Crop topping key in controlling broadleaf weeds in beans

Author: | Date: 09 Jul 2017

Crop topping and crop rotations are the keys to managing difficult to control broadleaf weeds such as prickly lettuce and sowthistle in pulse crops, according to University of Adelaide associate professor, weed management Dr Chris Preston.

In 2016, many faba bean paddocks were dotted with infestations of sowthistle (also known as milk thistle) and prickly lettuce which Dr Preston says was largely due to the wet season. These weeds interfere with harvest operations and contaminate grain, reducing its quality.

He says there are limited post-emergent weed control options in faba beans, making it particularly difficult to control broadleaf weeds in the high-rainfall zone as residual chemistry eventually gives out.

“The major herbicide group we have been using to control these weeds are Group B herbicides which includes the sulfonylurea and imidazolinone chemistries,” Dr Preston says.

“What we know from surveys conducted by the University of Adelaide is that sowthistle has evolved widespread resistance to sulfonylurea herbicides and is rapidly evolving resistance to imidazolinone herbicides too, so these herbicides just aren’t working anymore to control these weeds.”

Dr Preston says the biology of both sowthistle and prickly lettuce also makes them difficult to control.

“We are getting a lot of spring germination with these weeds,” he says. “They are sitting under the canopy of pulse crops, but once the crops start setting seed and haying off we are seeing these weeds continue to grow and stand tall and green at harvest.

“Cultural tactics such as narrow row spacing and increasing plant populations to give more competitiveness against weeds are great in cereals but less effective in pulses.

“Some of the pre-emergent or post-sowing pre-emergent herbicides we can use in pulse crops such as simazine and metribuzin don’t persist long enough to have an effect on sowthistle. They are no longer present in the soil when we are coming into spring and these weeds are germinating.

Crop topping pre-harvest with paraquat mixed with Sharpen® (active ingredient saflufenacil) is the most effective measure in reducing broadleaf weed biomass at harvest, Dr Preston says.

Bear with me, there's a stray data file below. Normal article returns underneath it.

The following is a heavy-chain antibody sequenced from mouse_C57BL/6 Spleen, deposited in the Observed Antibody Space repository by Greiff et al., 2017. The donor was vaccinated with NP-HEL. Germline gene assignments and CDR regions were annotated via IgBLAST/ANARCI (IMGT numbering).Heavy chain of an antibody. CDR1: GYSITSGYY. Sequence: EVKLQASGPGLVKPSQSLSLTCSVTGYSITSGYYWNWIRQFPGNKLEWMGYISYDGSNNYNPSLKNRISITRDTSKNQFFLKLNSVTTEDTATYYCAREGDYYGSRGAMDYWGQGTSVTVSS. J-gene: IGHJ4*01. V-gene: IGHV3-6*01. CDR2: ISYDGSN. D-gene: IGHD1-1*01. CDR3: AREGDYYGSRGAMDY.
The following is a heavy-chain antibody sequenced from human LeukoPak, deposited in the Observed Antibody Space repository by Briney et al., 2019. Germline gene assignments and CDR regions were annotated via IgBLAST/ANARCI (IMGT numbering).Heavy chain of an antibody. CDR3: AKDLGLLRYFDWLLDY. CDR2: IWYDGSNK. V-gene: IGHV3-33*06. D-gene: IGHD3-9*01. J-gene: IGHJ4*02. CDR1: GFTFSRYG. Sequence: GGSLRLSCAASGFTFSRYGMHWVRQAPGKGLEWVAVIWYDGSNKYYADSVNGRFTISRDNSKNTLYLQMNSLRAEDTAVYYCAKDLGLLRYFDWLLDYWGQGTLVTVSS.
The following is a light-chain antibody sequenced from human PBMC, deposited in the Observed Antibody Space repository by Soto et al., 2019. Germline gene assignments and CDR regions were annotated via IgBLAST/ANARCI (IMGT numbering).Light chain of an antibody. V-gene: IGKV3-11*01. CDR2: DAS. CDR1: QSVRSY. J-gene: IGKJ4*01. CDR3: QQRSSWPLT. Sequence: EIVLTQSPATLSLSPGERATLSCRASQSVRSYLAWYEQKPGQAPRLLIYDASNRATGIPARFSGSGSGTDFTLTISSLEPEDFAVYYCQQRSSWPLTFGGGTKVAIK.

“Glyphosate is also registered for pre-harvest application to reduce the biomass of broadleaf weeds in pulses, however there are populations of both sowthistle and prickly lettuce which are resistant to glyphosate,” he says.

“That is why paraquat – mixed with Sharpen® to give it a bit more ‘punch’ – is our best option.”

Dr Preston says the issue of herbicide resistance in Clearfield crop varieties is an increasing one as resistance to imidazolinone chemistry can evolve quickly.

He says 10 years ago sowthistle was only resistant to sulfonylureas. However, surveys conducted by the University of Adelaide last year on sowthistle indicated there was not only 90 per cent resistance to sulfonylurea, but also 83 per cent resistance to imidazolinone herbicides.

“Growers have been planting Clearfield® crops and using that technology over and over again but resistant populations of sowthistle and prickly lettuce have selected for it,” Dr Preston says.

“Herbicide carryover is another big issue with Clearfield® and imidazolinone chemistry. Growers use it and it may carry over in the following season so they plant another Clearfield® crop.

“What we’ve got to do to manage that is look at the cropping rotation and the weeds we’re trying to manage. It’s ok to grow Clearfield® crops, but do we have to use Clearfield® chemistry just because we’ve got that crop in? Can we use other chemistry and other tactics to help us manage broadleaf weeds?

“That is complicated by the fact people are growing Clearfield® crops and controlling weeds other than sowthistle.”

Dr Preston says growers need to pay more attention to their rotations in order to better manage broadleaf weeds.

“We grow pulses because they are profitable, have broader farming system benefits and help us to manage grass weeds. But now we’ve got to turn that around and get broadleaf weeds under control in the cereal phase while make sure we don’t have a lot of herbicide carryover,” he says.

“While prickly lettuce and sowthistle seed is quite mobile, a lot of the infestations come from close proximity such as uncontrolled summer weeds in fallow or road sides and fence lines. The advantage that we have with these weeds is that their seed bank life is short, so effective control across 12 months can eliminate them from a paddock.

“If we take care of that before a paddock is sown to pulses then broadleaf weeds will be less of a problem.

“We have used broadleaf crops such as pulses and canola as a tactic in running down grass weed numbers and have done that by taking several opportunities to control weeds in pre-emergent herbicides, post-emergent herbicides and trying to stop seed set at the end of the season.

“Now, perhaps we need to do more work in the cereal phase in controlling broadleaf weeds so there is a smaller seedbank.”

More information

Dr Chris Preston,
08 8313 7237,

Useful resources